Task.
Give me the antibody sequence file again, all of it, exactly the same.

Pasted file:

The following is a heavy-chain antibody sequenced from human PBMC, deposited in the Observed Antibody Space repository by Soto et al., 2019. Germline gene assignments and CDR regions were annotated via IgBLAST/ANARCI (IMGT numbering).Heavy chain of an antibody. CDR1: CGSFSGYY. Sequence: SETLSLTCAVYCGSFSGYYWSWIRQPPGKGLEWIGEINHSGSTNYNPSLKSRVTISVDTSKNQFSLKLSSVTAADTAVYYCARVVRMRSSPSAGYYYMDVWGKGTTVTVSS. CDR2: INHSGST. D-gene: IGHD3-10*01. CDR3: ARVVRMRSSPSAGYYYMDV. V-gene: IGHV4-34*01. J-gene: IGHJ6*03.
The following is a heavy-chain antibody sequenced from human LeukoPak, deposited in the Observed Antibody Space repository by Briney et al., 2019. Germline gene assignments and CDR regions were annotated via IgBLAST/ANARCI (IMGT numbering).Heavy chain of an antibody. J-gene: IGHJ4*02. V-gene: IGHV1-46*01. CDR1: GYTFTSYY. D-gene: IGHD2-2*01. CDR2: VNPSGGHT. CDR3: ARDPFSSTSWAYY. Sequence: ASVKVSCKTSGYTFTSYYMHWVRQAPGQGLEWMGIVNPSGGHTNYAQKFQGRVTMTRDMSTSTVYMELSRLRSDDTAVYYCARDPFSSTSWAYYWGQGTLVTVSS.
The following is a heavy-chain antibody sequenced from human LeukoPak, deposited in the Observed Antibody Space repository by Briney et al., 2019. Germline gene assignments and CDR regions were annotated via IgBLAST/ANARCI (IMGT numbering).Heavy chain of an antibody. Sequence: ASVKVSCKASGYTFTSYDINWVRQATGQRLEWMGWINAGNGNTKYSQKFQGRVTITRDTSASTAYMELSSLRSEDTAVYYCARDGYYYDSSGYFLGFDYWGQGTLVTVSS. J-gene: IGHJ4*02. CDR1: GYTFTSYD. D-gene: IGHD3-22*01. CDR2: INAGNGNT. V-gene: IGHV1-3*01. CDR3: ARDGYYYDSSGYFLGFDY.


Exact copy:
The following is a heavy-chain antibody sequenced from human PBMC, deposited in the Observed Antibody Space repository by Soto et al., 2019. Germline gene assignments and CDR regions were annotated via IgBLAST/ANARCI (IMGT numbering).Heavy chain of an antibody. CDR1: CGSFSGYY. Sequence: SETLSLTCAVYCGSFSGYYWSWIRQPPGKGLEWIGEINHSGSTNYNPSLKSRVTISVDTSKNQFSLKLSSVTAADTAVYYCARVVRMRSSPSAGYYYMDVWGKGTTVTVSS. CDR2: INHSGST. D-gene: IGHD3-10*01. CDR3: ARVVRMRSSPSAGYYYMDV. V-gene: IGHV4-34*01. J-gene: IGHJ6*03.
The following is a heavy-chain antibody sequenced from human LeukoPak, deposited in the Observed Antibody Space repository by Briney et al., 2019. Germline gene assignments and CDR regions were annotated via IgBLAST/ANARCI (IMGT numbering).Heavy chain of an antibody. J-gene: IGHJ4*02. V-gene: IGHV1-46*01. CDR1: GYTFTSYY. D-gene: IGHD2-2*01. CDR2: VNPSGGHT. CDR3: ARDPFSSTSWAYY. Sequence: ASVKVSCKTSGYTFTSYYMHWVRQAPGQGLEWMGIVNPSGGHTNYAQKFQGRVTMTRDMSTSTVYMELSRLRSDDTAVYYCARDPFSSTSWAYYWGQGTLVTVSS.
The following is a heavy-chain antibody sequenced from human LeukoPak, deposited in the Observed Antibody Space repository by Briney et al., 2019. Germline gene assignments and CDR regions were annotated via IgBLAST/ANARCI (IMGT numbering).Heavy chain of an antibody. Sequence: ASVKVSCKASGYTFTSYDINWVRQATGQRLEWMGWINAGNGNTKYSQKFQGRVTITRDTSASTAYMELSSLRSEDTAVYYCARDGYYYDSSGYFLGFDYWGQGTLVTVSS. J-gene: IGHJ4*02. CDR1: GYTFTSYD. D-gene: IGHD3-22*01. CDR2: INAGNGNT. V-gene: IGHV1-3*01. CDR3: ARDGYYYDSSGYFLGFDY.